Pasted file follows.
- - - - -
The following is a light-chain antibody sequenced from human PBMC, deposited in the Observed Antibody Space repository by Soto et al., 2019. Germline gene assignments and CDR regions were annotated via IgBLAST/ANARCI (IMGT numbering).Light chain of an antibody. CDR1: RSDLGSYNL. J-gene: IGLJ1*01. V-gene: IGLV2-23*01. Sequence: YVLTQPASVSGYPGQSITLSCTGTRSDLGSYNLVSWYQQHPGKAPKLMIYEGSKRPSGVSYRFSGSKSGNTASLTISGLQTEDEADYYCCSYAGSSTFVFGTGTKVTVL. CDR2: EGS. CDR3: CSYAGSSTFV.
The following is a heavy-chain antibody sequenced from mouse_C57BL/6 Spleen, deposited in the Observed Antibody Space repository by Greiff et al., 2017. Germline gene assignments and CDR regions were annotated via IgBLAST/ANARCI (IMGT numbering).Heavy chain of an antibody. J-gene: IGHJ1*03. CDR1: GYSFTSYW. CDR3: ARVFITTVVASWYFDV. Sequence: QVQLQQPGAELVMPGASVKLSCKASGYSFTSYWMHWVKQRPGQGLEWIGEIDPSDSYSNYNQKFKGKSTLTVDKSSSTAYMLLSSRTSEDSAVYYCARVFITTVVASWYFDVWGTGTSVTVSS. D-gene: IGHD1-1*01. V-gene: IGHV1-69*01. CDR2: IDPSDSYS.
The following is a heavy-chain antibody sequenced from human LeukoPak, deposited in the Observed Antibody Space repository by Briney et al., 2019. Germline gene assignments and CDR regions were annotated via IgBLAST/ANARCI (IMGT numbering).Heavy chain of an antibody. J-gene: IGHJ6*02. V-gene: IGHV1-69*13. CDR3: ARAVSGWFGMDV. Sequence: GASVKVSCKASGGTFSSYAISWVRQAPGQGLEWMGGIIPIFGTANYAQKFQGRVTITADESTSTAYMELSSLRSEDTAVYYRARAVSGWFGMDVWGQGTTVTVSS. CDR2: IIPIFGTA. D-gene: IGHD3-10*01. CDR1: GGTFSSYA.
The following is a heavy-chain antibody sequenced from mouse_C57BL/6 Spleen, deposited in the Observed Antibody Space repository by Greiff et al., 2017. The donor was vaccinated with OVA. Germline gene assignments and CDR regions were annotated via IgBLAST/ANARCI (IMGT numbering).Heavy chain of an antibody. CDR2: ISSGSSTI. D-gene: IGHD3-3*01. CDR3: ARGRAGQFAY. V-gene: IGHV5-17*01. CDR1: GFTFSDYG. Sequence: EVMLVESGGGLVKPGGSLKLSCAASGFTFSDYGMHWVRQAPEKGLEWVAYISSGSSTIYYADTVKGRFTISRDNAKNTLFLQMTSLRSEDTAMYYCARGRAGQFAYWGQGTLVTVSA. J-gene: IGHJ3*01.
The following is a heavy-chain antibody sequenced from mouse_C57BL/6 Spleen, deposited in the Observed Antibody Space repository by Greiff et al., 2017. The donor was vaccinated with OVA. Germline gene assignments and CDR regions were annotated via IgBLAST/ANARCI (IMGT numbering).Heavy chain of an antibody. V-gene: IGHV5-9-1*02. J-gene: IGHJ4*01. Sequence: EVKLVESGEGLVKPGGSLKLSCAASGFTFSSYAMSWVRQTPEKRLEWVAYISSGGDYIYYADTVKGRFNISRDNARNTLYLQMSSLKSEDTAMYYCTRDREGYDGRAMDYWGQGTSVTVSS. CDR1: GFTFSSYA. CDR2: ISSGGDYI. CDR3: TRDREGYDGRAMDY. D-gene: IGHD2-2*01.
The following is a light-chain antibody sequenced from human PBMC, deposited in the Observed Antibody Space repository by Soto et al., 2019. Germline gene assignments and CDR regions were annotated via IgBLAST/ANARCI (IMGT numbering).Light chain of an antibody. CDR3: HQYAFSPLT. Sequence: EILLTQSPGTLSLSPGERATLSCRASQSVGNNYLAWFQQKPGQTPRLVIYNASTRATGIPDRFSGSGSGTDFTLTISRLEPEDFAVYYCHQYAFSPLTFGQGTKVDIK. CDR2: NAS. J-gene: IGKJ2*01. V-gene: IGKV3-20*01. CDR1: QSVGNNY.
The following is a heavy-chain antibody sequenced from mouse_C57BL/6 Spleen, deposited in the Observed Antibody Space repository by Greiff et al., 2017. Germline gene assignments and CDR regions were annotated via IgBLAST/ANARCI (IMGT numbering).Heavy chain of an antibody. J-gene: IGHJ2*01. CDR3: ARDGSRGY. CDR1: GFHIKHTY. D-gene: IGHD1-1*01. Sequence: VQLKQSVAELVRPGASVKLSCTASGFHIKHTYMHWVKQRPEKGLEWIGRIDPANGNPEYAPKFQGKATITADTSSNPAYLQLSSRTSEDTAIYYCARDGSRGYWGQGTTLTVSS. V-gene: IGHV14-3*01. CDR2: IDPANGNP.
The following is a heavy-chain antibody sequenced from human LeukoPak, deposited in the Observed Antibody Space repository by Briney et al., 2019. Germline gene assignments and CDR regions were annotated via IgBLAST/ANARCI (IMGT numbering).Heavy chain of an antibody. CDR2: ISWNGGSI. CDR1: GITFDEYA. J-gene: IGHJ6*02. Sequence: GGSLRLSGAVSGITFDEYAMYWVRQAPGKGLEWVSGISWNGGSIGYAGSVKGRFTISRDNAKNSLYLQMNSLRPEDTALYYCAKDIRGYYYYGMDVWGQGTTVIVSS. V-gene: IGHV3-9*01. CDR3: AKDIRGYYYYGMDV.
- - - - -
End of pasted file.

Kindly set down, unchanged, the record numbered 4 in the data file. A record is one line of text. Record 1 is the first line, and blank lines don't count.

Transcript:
The following is a heavy-chain antibody sequenced from mouse_C57BL/6 Spleen, deposited in the Observed Antibody Space repository by Greiff et al., 2017. The donor was vaccinated with OVA. Germline gene assignments and CDR regions were annotated via IgBLAST/ANARCI (IMGT numbering).Heavy chain of an antibody. CDR2: ISSGSSTI. D-gene: IGHD3-3*01. CDR3: ARGRAGQFAY. V-gene: IGHV5-17*01. CDR1: GFTFSDYG. Sequence: EVMLVESGGGLVKPGGSLKLSCAASGFTFSDYGMHWVRQAPEKGLEWVAYISSGSSTIYYADTVKGRFTISRDNAKNTLFLQMTSLRSEDTAMYYCARGRAGQFAYWGQGTLVTVSA. J-gene: IGHJ3*01.